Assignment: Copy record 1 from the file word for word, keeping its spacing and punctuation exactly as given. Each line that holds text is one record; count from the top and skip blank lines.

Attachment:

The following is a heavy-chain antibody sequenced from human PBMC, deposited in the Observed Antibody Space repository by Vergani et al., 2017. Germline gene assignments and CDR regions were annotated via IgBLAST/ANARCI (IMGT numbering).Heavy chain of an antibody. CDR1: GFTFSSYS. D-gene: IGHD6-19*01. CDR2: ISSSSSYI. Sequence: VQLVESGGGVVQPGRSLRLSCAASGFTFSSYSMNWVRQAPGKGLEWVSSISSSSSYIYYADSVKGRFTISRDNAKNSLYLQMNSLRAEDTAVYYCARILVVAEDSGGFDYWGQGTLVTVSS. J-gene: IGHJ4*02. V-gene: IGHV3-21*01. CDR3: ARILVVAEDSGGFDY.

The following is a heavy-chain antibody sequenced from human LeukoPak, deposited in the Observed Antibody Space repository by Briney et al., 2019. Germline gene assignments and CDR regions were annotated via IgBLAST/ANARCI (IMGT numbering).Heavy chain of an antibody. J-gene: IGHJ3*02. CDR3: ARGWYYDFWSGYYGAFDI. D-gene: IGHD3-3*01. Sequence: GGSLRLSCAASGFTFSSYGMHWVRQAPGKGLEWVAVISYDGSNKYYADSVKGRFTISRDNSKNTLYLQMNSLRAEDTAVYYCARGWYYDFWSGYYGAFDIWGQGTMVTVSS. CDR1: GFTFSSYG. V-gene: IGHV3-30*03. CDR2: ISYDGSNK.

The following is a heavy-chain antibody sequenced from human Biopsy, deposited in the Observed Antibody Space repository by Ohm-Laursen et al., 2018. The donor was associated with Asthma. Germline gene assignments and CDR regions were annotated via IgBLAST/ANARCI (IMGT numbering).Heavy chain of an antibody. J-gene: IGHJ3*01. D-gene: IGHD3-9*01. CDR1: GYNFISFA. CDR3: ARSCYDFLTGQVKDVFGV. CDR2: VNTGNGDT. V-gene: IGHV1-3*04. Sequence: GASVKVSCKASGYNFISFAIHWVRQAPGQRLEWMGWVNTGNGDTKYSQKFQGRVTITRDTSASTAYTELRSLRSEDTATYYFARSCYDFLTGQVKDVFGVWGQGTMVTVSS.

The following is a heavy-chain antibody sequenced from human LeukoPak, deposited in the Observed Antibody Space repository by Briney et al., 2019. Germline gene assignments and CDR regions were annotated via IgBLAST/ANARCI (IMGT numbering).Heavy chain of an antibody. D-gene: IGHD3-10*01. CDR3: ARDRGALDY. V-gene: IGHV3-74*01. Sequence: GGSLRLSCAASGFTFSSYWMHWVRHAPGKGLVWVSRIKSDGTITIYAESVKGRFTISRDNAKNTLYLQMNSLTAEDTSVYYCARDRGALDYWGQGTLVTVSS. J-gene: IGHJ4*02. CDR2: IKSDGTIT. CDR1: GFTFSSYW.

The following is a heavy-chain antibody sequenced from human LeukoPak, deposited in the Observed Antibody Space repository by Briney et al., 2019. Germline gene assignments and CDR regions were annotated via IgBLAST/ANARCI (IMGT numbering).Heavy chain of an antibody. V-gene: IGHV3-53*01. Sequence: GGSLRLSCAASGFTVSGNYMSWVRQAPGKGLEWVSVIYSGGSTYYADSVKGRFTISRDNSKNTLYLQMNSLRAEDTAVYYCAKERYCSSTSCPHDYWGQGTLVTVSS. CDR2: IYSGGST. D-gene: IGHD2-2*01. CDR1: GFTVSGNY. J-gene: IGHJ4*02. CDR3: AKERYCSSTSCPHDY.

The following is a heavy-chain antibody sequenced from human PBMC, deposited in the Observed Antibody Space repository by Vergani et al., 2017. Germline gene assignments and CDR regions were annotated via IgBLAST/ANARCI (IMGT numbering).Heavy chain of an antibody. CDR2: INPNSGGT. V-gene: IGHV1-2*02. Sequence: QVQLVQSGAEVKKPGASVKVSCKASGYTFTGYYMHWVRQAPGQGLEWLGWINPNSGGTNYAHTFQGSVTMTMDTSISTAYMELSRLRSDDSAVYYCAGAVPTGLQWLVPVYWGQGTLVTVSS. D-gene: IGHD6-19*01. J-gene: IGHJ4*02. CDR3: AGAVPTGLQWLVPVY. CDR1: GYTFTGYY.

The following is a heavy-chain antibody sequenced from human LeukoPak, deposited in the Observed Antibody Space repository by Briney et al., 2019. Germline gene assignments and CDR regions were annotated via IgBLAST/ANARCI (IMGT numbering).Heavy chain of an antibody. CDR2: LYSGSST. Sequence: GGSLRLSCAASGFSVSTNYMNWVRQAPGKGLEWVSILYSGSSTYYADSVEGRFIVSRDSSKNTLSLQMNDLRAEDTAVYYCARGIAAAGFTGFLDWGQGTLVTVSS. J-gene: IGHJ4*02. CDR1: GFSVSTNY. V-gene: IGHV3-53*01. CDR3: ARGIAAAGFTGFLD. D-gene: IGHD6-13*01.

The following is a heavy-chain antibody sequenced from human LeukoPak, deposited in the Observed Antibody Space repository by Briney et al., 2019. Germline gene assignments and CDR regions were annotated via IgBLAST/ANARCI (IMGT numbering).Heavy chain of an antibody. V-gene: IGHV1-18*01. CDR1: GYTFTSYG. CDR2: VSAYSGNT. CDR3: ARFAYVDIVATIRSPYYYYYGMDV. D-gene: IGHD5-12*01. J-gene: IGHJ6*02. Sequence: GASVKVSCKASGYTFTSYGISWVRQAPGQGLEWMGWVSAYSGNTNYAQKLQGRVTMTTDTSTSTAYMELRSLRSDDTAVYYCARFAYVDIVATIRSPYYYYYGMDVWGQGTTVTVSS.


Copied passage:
The following is a heavy-chain antibody sequenced from human PBMC, deposited in the Observed Antibody Space repository by Vergani et al., 2017. Germline gene assignments and CDR regions were annotated via IgBLAST/ANARCI (IMGT numbering).Heavy chain of an antibody. CDR1: GFTFSSYS. D-gene: IGHD6-19*01. CDR2: ISSSSSYI. Sequence: VQLVESGGGVVQPGRSLRLSCAASGFTFSSYSMNWVRQAPGKGLEWVSSISSSSSYIYYADSVKGRFTISRDNAKNSLYLQMNSLRAEDTAVYYCARILVVAEDSGGFDYWGQGTLVTVSS. J-gene: IGHJ4*02. V-gene: IGHV3-21*01. CDR3: ARILVVAEDSGGFDY.